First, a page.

Mrs. Adibua came running into the parlor.

“Nne what is this?” Mr. Adibua asked again, as he picked the lettuces and cabbages and collard greens in disgust. “Where is the meat or chicken, where is the left over pork from yesterday?”

“You know what the doctor said about your holestarin level,” said Mrs. Adibua defensively.

“Cholesterol mum,” replied Somto tiredly, he shook his head. “How hard is it to pronounce?” This was obviously not the first time he had corrected her about this.

“Shut your trap,” she retorted. “That is why we are sending you to medical school so you know all these things, and we don’t have…”

“Nne I said where is the meat?” Mr. Adibua cut in, pushing the plate away.

“Somto you better talk to your father,” Mrs. Adibua said, as she brought the food closer. “So he can be healthy and live long enough and attend your graduation and marriage. There is only so little I can do.”

“Fidelis,” cried Mr. Adibua, ignoring his wife who left him and went to get dressed for work. “Fidelis!”

Somto smiled, for he was happy that he wasn’t the only one going to be losing sleep. “Fidelis!” Mr. Adibua shouted again, and then he turned to Somto. “Is your brother still sleeping. Fidelis! Or he did not come back home again!”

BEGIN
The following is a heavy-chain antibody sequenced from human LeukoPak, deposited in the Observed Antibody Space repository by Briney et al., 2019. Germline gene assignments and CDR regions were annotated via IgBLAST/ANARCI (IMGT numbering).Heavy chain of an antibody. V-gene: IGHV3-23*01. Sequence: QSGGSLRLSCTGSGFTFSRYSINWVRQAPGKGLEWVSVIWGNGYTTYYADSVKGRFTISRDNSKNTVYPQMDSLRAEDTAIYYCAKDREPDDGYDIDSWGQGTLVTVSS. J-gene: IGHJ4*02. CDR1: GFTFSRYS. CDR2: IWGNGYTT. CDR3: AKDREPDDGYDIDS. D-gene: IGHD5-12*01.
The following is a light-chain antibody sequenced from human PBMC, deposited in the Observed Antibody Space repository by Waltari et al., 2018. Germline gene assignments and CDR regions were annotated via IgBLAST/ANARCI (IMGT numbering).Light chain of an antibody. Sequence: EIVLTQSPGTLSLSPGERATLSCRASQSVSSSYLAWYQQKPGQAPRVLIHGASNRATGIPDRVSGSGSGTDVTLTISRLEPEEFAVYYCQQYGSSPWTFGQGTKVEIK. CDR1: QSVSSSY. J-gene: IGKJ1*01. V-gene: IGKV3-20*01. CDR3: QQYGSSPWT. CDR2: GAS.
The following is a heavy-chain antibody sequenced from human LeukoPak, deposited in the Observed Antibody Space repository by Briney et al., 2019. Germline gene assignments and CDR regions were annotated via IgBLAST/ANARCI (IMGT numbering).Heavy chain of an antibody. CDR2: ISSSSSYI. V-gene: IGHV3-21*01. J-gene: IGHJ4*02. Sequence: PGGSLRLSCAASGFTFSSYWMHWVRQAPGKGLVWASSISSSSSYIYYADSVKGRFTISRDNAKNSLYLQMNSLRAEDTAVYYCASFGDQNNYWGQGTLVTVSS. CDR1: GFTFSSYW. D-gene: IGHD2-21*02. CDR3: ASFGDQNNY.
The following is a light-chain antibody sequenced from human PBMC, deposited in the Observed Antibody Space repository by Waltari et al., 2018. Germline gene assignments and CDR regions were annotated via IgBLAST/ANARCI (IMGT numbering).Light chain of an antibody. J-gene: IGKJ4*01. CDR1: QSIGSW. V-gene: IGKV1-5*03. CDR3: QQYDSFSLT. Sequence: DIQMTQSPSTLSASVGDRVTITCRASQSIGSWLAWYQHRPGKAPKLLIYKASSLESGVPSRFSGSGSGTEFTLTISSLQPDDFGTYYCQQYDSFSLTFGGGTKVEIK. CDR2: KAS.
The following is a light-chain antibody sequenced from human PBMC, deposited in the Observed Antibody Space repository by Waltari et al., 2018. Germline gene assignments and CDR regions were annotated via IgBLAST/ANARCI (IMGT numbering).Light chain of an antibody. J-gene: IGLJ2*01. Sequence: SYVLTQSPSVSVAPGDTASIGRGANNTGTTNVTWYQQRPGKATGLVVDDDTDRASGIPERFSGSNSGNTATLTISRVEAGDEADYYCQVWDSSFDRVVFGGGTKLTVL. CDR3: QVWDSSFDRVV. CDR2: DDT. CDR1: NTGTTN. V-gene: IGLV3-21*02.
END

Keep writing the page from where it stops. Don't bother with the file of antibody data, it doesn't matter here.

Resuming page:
“He is sleeping,” said Somto eagerly. “Should I go and wake him up.”

“Fidelis!” yelled Mr. Adibua once more.

There was a sigh, and the sound of something hitting the wall as Fidelis flung his phone angrily at it. Somto chuckled as Fidelis came out of the room, looking really angry as he scratched his bare chest.

“Daddy what is it?” Fidelis asked, frowning. “Can’t I sleep in peace in this house?”

“Thunder fire you there idiot,” retorted Mr. Adibua. “Can’t you sleep? Sleep what, when I was your age, by this time I was already selling bread to people. Come on go to my top drawer, there is some money there, go and buy me roasted chicken from down the street, they should be opened by now.”

“Daddy you heard what the doctor said about your cholesterol level,”

“Shut the fuck up,” interrupted Fidelis. “Just because you’re in medical school doesn’t mean the whole world should stop for you.”

“Are you high?” Somto replied. “I will slap the hell out of you if you talk to me anyhow.”

“I’m over here come and try it.”